In typical ‘lame’-stream media fashion, USA Today’s lead editorial on Wednesday used misleading statistics to bemoan the fact that the United States is No. 17 among 30 of the world’s leading countries in “broadband availability and usage.”
The piece is full of the same old tired arguments we have heard about the proposed AT&T/T-Mobile merger, which would greatly benefit a rural state like Kentucky.
Fortunately, USA Today still allows a differing view to be expressed once in awhile. Answering the call on this broadband issue is Jim Lakely, our colleague at the Chicago-based Heartland Institute.
Lakely writes that when “households” rather than just “person” are compared, and when “gigabytes used per month — a better measure of the speed and utility networks” are considered, “the USA has nearly lapped Western Europe once and Asia twice.”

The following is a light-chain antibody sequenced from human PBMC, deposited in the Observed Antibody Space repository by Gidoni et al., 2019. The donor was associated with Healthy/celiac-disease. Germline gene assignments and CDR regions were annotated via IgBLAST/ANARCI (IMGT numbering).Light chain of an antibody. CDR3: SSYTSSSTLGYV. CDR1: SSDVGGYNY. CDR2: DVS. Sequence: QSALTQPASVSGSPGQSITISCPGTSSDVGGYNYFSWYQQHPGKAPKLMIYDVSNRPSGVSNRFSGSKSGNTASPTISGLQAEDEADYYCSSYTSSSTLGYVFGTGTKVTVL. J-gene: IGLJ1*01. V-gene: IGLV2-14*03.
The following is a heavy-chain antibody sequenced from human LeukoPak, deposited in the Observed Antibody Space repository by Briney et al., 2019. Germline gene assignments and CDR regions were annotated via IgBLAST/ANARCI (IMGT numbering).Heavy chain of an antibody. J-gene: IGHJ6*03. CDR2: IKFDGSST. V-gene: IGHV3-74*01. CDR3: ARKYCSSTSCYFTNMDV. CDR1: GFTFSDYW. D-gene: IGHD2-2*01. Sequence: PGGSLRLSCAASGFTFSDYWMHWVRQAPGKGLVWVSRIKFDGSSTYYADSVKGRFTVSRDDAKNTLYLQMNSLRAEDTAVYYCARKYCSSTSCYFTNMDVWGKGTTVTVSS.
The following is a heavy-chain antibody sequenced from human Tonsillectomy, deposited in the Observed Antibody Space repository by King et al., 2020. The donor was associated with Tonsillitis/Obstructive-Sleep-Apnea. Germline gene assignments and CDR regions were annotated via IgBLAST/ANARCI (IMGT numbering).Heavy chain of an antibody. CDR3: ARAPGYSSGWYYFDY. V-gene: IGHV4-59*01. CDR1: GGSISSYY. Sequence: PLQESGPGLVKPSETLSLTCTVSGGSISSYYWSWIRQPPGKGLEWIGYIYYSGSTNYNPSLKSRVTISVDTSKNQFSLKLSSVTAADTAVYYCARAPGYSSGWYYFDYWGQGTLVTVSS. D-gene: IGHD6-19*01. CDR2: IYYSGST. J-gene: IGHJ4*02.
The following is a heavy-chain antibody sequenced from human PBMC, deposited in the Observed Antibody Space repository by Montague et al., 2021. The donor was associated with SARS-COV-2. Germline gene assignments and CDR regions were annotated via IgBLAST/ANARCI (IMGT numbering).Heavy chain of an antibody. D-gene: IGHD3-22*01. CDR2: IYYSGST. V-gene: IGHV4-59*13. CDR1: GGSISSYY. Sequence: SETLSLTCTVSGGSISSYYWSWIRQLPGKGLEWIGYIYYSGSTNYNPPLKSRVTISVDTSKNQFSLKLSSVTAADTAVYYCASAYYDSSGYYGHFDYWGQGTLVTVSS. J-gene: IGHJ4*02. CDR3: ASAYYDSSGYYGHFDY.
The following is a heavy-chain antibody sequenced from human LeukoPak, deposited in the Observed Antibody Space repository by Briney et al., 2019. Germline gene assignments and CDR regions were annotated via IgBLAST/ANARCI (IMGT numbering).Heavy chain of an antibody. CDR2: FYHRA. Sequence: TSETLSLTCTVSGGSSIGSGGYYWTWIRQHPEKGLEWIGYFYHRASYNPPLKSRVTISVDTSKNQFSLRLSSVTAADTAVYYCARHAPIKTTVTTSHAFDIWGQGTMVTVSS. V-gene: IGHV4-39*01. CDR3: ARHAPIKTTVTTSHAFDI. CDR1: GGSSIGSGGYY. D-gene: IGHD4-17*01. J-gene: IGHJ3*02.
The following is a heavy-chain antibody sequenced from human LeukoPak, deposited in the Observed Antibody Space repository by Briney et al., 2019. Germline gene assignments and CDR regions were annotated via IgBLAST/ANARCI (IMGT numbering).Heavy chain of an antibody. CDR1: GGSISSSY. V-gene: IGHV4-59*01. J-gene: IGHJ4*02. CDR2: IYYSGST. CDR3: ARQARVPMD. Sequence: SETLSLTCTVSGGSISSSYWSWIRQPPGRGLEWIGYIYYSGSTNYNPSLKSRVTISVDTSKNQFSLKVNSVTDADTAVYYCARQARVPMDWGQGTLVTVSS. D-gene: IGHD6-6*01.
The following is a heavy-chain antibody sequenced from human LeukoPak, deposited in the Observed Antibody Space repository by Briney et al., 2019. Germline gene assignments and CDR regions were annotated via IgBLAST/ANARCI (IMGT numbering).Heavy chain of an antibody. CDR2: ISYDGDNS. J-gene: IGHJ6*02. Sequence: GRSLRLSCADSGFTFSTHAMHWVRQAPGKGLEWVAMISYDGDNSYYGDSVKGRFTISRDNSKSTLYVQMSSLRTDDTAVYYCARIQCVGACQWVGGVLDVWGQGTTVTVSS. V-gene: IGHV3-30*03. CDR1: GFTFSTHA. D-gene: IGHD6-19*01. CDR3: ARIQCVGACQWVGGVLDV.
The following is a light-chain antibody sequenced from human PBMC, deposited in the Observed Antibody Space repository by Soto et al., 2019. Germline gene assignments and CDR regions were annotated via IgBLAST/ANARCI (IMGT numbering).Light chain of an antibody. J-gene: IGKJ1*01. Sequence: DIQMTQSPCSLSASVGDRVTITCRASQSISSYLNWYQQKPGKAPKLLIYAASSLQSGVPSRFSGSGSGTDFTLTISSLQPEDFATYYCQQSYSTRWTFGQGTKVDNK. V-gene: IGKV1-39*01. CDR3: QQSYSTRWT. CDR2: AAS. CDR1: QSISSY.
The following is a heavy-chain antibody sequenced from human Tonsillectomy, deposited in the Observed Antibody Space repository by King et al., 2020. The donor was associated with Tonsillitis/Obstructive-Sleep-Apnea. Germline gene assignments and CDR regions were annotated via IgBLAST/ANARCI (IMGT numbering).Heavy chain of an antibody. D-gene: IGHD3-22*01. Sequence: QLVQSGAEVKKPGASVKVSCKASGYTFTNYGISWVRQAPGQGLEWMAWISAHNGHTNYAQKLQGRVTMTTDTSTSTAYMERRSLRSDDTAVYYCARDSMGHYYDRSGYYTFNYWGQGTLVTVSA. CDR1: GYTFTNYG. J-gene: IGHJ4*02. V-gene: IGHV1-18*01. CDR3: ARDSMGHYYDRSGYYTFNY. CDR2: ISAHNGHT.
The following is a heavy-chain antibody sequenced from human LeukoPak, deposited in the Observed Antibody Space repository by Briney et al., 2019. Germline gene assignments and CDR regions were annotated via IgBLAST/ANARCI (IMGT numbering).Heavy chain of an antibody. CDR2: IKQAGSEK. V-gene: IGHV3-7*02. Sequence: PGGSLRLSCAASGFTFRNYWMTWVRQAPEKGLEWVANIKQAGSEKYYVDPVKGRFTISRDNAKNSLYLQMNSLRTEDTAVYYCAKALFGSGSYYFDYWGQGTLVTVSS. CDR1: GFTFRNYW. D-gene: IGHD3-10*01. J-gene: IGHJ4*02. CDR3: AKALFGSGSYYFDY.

While the USA Today position is that America should follow the model of other countries, where government dictate broadband policies, Lakely forcefully opines: “America is doing fine — and would do even better if government would stop trying to micromanage the digital economy.”
The outcome of this whole debate directly impacts Kentucky.
In a recent Bluegrass Beacon column urging FCC approval of the proposed AT&T/T-Mobile merger, I quote former Virginia Democratic congressman Rick Boucher, honorary chairman of the Internet Innovation Alliance, who said approving the proposed merger would result in broadband access coming to 97 percent of all Americans with “4G” service that “will arrive at data speeds rivaling the fastest wired connections today.”
Imagine what that could do for the economy in Kentucky, where according to an analysis of federal data by The Daily Yonder, only 29 percent of the 65,135 farms have access to high-speed broadband Internet service.